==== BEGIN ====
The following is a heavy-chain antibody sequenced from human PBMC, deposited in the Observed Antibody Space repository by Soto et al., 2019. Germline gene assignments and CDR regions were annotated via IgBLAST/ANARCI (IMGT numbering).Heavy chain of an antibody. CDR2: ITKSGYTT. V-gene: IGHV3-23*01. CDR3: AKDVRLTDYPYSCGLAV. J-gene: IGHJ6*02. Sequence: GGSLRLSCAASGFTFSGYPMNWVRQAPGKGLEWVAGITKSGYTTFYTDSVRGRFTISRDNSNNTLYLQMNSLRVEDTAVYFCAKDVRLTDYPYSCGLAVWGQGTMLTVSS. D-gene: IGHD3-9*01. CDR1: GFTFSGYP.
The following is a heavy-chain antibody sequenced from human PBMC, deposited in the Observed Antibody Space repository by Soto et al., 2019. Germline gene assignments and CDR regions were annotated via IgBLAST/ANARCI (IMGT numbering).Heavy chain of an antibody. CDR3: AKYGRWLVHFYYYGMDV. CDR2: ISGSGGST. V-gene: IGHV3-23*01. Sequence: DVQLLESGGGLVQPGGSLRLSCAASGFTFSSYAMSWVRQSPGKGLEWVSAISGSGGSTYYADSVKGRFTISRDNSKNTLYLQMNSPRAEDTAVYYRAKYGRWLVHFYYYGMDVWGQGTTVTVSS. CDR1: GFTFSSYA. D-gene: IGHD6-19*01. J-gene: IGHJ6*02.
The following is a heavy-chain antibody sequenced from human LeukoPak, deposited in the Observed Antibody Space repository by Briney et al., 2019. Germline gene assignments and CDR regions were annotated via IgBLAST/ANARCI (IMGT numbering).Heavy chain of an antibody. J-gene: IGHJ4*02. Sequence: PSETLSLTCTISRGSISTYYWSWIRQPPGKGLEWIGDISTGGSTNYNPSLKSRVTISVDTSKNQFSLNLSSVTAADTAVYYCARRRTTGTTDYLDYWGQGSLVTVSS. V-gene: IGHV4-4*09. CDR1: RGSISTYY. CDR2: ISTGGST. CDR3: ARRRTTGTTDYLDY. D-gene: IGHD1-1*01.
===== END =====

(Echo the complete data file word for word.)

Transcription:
The following is a heavy-chain antibody sequenced from human PBMC, deposited in the Observed Antibody Space repository by Soto et al., 2019. Germline gene assignments and CDR regions were annotated via IgBLAST/ANARCI (IMGT numbering).Heavy chain of an antibody. CDR2: ITKSGYTT. V-gene: IGHV3-23*01. CDR3: AKDVRLTDYPYSCGLAV. J-gene: IGHJ6*02. Sequence: GGSLRLSCAASGFTFSGYPMNWVRQAPGKGLEWVAGITKSGYTTFYTDSVRGRFTISRDNSNNTLYLQMNSLRVEDTAVYFCAKDVRLTDYPYSCGLAVWGQGTMLTVSS. D-gene: IGHD3-9*01. CDR1: GFTFSGYP.
The following is a heavy-chain antibody sequenced from human PBMC, deposited in the Observed Antibody Space repository by Soto et al., 2019. Germline gene assignments and CDR regions were annotated via IgBLAST/ANARCI (IMGT numbering).Heavy chain of an antibody. CDR3: AKYGRWLVHFYYYGMDV. CDR2: ISGSGGST. V-gene: IGHV3-23*01. Sequence: DVQLLESGGGLVQPGGSLRLSCAASGFTFSSYAMSWVRQSPGKGLEWVSAISGSGGSTYYADSVKGRFTISRDNSKNTLYLQMNSPRAEDTAVYYRAKYGRWLVHFYYYGMDVWGQGTTVTVSS. CDR1: GFTFSSYA. D-gene: IGHD6-19*01. J-gene: IGHJ6*02.
The following is a heavy-chain antibody sequenced from human LeukoPak, deposited in the Observed Antibody Space repository by Briney et al., 2019. Germline gene assignments and CDR regions were annotated via IgBLAST/ANARCI (IMGT numbering).Heavy chain of an antibody. J-gene: IGHJ4*02. Sequence: PSETLSLTCTISRGSISTYYWSWIRQPPGKGLEWIGDISTGGSTNYNPSLKSRVTISVDTSKNQFSLNLSSVTAADTAVYYCARRRTTGTTDYLDYWGQGSLVTVSS. V-gene: IGHV4-4*09. CDR1: RGSISTYY. CDR2: ISTGGST. CDR3: ARRRTTGTTDYLDY. D-gene: IGHD1-1*01.